Concern has peaked surrounding the Rocky Mountain Goat and its increasingly aggressive behavior and environmental impact in Olympic National Park, Washington State.
In Olympic National Park, the mountain goats have no problem approaching and even chasing park visitors—they have learnt this may lead to a reward despite National Parks advice against feeding and interacting with the animals. Now, the unabashed goats and their aggressive behavior is again causing problems for park management.
Officials at the national park are again facing a delicate balancing act to determine life or death for these reigning kings and queens of the mountain.
In 2010, a hiker died from a goat attack. The hiker was protecting his wife and a friend from the aggressive goat, but was fatally gored as he tried to move it out of the area. The goat had severed some arteries in his thigh and stood over his body, delaying medical assistance, reported the Seattle Times.
New guidelines were introduced following the fatal incident, and in 2011, park officers shot and killed a goat that was behaving aggressively in a camping area, according to an AP report.
Mountain goats are often attracted to people and campsites, craving the minerals and salt that is lacking in their alpine environment. They have learned to find it in sweat on backpacks, clothing, and reportedly, urine.
It seems that the goats are wearing out their welcome as park visitors discover that their yelling, waving arms or clothing, or throwing rocks—as advised by the National Parks Service—leaves the goats increasingly undeterred.
The National Parks Service, in cooperation with the U.S. Forest Service and Washington Department of Fish and Wildlife, released an environmental-impact statement on July 24 in which it recommended three management options. The first option was the capture and relocation of the goats to the North Cascades national forests, although the process has faced challenges in the past due to shock and injury of animals, and concern over staff safety in the rugged terrain. Helicopter culling was presented as a second option. The third option, favored by park officials, involves a combination of both: capturing as many goats as possible, and shooting those too difficult to be caught.
According to Louise Johnson, the park’s chief of resources management, relocation work is highly involved and would take years, reported NPR.
Olympic National Park has seen numerous attempts at goat population control. The Rocky Mountain Goats (Oreamnos americanus) are not native to the Olympic Peninsula, although they are found throughout the surrounding Rocky ranges. It is estimated that there are between 2,400 and 3,200 mountain goats in Washington State.
A dozen goats from native populations in the nearby Cascade Range were introduced to the area in the 1920s in the hopes of establishing a hunting population, according to the Seattle Times. But since hunting was banned in 1939 as the national park was established, and the goat population expanded to more than 1,100 by 1983 when the first talk of population control began.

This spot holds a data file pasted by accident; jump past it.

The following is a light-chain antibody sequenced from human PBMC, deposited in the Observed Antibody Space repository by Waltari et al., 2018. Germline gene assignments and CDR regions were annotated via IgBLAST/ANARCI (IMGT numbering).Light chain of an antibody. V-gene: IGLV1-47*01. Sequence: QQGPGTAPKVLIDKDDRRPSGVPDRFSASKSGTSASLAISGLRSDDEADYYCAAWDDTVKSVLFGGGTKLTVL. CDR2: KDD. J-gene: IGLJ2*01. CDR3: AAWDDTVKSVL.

As an introduced species, the goats have also caused significant damage, as the sensitive alpine vegetation isn’t adapted to tolerate their grazing behavior. “It was just the wrong thing to do,” Johnson told NPR. They eat everything in sight and have caused the loss of many native plants due to their wallowing behavior. “That has had the effect of denuding large areas of sensitive native plants,” Johnson explains.
Around half of the goat population was captured and removed from the park during the 1980s by park officials, but the program was unsustainable due to concerns for staff safety. But by 1995, the officials were again considering how to reduce goat numbers, with talks of helicopter culling, but no action was taken due to the outcry from animal rights supporters.
According to NPR, more than 600 goats now roam the park, with the population growing about 8 percent every year.
Jim Matthews discussed on Daily Press one alternative plan of action that was dismissed in the environmental impact statement—perhaps because it involves Federal legislation regarding the hunting ban in National Parks.
He noted that the native populations of mountain goats in the nearby Cascade Mountains were not causing the same environmental degradation as they were in Olympic National Park, as hunting—managed under the Washington Department of Fish and Wildlife—was keeping the goat population in check.
“A goat hunting program would solve all the goat problems on the Olympic National Park—and instead of costing money, it would make money for the National Park Service and state of Washington,” claims Matthews.
It is estimated the program to relocate the mountain goats to the Cascade Mountains will cost at least $1.6 million.
Park officials say action is needed in order to reduce the environmental impact and ensure public safety as goat numbers continue to increase.
Currently, altercations between man and wild are managed on a case-by-case basis. Officials attempt to use aversive conditioning to deter aggressive goats from areas of high foot traffic; dangerous goats are killed.
Park officials are hosting open houses on the environmental impact statement, including one at the Seattle Public Library at 5 p.m. Aug. 17.
Members of the public are welcome to comment on the park’s mountain goat management plan—submissions close Sept. 26. A final decision from the regional director for the National Parks Service is expected in Spring 2018.